Cheque Dishonour: A step-by-step guide for legal recourse

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The dishonour of cheque is a criminal offence and is punishable by imprisonment up to two years or with a monetary penalty or with both.

How to file a Cheque Bounce case?

In India, a cheque bounce is a criminal offense as stipulated under Section 138 of
the Negotiable Instruments Act, 1881.

The following legal measures can be taken by the drawee of a cheque:

1) Sending of Cheque Bounce Notice (Legal Notice):

The first step after the cheque has been returned by the bank (cheque dishonour) is to send a formal demand legal notice/cheque bounce notice to the drawer within the stipulated time of 30 days from the date on the return memo. The legal notice or the cheque bounce notice must insist the amount (as mentioned in the cheque) from the drawer. The notice must also mention that if the amount is still not paid within the stipulated time period of 15 days, then appropriate legal action as prescribed under the Negotiable Instruments Act, 1881 shall be instituted against the drawer.

There is no established format for such a notice; however the cheque bounce notice must explicitly highlight the main objective of the notice that is to demand payment from the drawer while informing and warning the drawer of the legal consequences that might result due to non- payment of the pending amount. The drawee must preserve the delivery proof of the notice like the postal receipt/online status of the notice.

The said demand notice can be sent by the drawee himself, however, it is advisable to seek help from an expert cheque bounce lawyer to draft such a notice to be sure about the legal language.

2) Jurisdiction to file a case under sec. 138 (Cheque Dishonour) of the Negotiable Instruments Act

Under Section 138 of the Negotiable Instruments Act, 1881, the place where a cheque is delivered for collection i.e. the branch of the bank of the payee or holder in due course, where the drawee maintains an account, would be determinative of the place of territorial jurisdiction. Thus the territorial jurisdiction is to be determined by the place where the drawee maintains an account, which is the place where the territorial jurisdiction arises in terms of Section 142(2) of the Negotiable Instruments Act, 1881.

3. Filing of the Complaint:

A complaint is only affected when the drawer has not made the payment of the cheque amount within a period of 15 days from the delivery of the notice. A complaint is to be filed in the court which would have the jurisdiction over the dispute within the prescribed time limit of 30 days (from the date of receipt of the demand notice by the drawer).

The complaint should be filed before the Trial Court with supporting documents such as original returned cheque, original return memo, office copy of legal notice with acknowledgment for the receipt or delivery, proof for liability such as invoices, promissory note etc. If the court finds that a prima-facie a case is made out, then the complainant will be called to make sworn statement before the court upon which the accused would be summoned by the court.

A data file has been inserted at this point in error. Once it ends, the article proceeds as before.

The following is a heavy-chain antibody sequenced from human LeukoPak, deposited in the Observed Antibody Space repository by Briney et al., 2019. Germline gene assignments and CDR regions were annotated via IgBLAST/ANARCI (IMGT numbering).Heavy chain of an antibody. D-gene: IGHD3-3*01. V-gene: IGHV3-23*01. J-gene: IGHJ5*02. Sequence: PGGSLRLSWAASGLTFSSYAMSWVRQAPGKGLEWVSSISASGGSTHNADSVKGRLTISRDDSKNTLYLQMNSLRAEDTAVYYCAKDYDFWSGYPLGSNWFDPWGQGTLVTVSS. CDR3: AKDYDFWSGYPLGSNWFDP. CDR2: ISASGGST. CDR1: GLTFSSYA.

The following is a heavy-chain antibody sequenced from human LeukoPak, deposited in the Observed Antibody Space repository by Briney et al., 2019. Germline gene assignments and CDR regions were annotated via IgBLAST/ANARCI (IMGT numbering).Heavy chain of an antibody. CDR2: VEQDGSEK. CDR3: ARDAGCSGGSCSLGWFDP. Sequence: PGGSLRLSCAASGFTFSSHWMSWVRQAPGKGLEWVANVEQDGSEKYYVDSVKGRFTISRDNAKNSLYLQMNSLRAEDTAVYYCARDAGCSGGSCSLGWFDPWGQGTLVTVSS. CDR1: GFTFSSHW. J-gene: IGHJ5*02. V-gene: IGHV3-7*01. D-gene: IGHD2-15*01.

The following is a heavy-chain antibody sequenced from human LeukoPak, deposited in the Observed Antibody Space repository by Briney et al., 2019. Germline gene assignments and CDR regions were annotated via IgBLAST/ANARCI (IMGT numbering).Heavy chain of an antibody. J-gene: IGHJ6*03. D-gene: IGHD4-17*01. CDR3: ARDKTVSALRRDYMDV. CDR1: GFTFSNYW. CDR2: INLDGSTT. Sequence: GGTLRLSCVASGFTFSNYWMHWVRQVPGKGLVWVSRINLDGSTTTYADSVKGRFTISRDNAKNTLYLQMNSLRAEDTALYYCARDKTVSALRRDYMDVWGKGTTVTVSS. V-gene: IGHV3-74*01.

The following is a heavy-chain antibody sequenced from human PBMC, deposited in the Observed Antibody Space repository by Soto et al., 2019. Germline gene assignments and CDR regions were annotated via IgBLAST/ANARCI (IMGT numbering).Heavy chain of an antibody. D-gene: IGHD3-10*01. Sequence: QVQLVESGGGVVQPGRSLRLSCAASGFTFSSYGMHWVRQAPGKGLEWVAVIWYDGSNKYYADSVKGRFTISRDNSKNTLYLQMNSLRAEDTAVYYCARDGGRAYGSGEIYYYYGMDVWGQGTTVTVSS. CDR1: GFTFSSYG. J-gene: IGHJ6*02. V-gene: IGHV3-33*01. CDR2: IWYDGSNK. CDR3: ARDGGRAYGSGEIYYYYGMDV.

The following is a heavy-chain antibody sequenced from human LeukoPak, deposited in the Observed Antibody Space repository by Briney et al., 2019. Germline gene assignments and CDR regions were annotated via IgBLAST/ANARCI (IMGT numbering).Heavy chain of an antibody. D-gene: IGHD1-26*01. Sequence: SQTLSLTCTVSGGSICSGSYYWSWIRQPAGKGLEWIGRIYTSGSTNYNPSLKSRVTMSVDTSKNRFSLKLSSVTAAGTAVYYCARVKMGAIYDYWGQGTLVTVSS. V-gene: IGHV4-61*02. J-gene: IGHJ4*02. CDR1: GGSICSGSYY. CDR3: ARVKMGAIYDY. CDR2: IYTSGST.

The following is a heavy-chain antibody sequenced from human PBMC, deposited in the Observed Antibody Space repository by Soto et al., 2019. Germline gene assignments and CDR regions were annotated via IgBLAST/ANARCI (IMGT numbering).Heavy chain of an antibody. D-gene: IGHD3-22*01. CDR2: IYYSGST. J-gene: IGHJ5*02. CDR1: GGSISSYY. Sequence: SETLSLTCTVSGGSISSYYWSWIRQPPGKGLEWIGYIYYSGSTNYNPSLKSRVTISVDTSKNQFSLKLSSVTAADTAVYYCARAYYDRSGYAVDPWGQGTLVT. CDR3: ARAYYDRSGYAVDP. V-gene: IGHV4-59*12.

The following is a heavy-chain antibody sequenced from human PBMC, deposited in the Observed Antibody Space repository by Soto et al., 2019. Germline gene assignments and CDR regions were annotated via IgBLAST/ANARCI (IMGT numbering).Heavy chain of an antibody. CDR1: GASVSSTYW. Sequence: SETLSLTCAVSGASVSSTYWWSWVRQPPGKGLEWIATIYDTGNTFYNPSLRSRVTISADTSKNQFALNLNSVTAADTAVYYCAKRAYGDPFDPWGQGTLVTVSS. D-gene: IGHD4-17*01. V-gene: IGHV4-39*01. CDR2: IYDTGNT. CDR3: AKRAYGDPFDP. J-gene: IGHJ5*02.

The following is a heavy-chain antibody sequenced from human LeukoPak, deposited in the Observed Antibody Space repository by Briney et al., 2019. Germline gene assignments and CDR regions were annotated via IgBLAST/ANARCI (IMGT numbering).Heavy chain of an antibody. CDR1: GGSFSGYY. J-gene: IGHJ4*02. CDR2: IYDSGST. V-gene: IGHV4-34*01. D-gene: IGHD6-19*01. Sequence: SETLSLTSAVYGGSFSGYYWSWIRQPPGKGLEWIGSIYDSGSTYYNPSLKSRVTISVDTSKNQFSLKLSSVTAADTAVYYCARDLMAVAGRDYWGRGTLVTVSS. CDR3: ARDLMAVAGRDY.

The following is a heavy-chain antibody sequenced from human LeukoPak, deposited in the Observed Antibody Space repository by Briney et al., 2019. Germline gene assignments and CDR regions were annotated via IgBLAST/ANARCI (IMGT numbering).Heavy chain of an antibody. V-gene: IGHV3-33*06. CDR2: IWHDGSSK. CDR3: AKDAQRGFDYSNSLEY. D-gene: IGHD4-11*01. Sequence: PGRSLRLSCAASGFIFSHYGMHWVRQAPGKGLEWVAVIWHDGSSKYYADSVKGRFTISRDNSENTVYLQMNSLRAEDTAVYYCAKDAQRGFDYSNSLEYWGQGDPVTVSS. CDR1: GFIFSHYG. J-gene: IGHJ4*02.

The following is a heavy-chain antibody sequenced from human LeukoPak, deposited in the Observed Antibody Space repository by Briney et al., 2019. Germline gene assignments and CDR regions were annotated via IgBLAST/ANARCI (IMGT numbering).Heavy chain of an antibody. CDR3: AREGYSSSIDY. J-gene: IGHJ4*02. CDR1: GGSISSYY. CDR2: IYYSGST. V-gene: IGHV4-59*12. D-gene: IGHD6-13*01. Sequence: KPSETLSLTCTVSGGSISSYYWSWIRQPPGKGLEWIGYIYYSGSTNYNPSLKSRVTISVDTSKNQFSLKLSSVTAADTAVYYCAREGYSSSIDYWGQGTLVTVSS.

4. Appearance of the Accused for Cheque Dishonour:

The accused shall appear in court in person with his Lawyer and if the accused fails to appear before the court then the court will issue a warrant against him.

5. Bail & furnishing of surety by the Accused:

Offence u/s 138 of the Negotiable Instruments Act is a bailable offence and the accused would be admitted on bail by the Court on furnishing of a personal bond; a surety bond by the accused. Court insists on the accused to furnish a surety to ensure his appearance before the Court during the entire trial.

6. Framing of notice upon the Accused:

After the accused is admitted on bail the concerned Court will ask him to take notice under Section 251 Cr.P.C. and enter his plea of defence and thereafter fix the case for defence evidence, unless an application is made by an accused under Section 145(2) of N.I. Act for recalling a witness for cross examination on plea of defence.

7. Application u/s 145(2) of the Negotiable Instruments Act:

If there is an application under Section 145(2) of N.I. Act for recalling a witness of
complainant, the court shall decide the same, otherwise, it shall proceed to take
defence evidence on record and allow cross examination of defence witnesses by complainant.

8. Cross-examination of the Complainant & his witnesses:

If the Court allows the application of the accused u/s 145(2) of the Negotiable Instruments Act then in that case the Complainant and his witnesses would be cross-examined by the Lawyer of the accused.

9. Defence evidence:

After the conclusion of cross-examination of Complainant & his witnesses the accused will lead evidence and the lawyer of the Complainant will cross-examine the Accused & his witnesses.

10. Final arguments of both sides:

After the conclusion of defence evidence the court hears the final arguments from both the sides.

11. Final order/judgment

Conclusion

The objectives of the proceedings of Section 138 of Negotiable Instruments Act is that
cheques should not be used by persons as a tool of dishonesty and once a cheque is issued by a person, it must be honoured and if Cheque Dishonour: A step-by-step guide for legal recourse, the person is given an opportunity to pay the cheque amount by issuance of a notice and if he still does not pay, he must face the criminal trial and consequences.

  • The content of this article is intended to provide a general guide to the subject matter. Specialist advice should be sought about your specific circumstances. 
  • Easy Kanoon has the best lawyers to deal with cheque bounce cases in India. Email us at easykanoon@gmail.com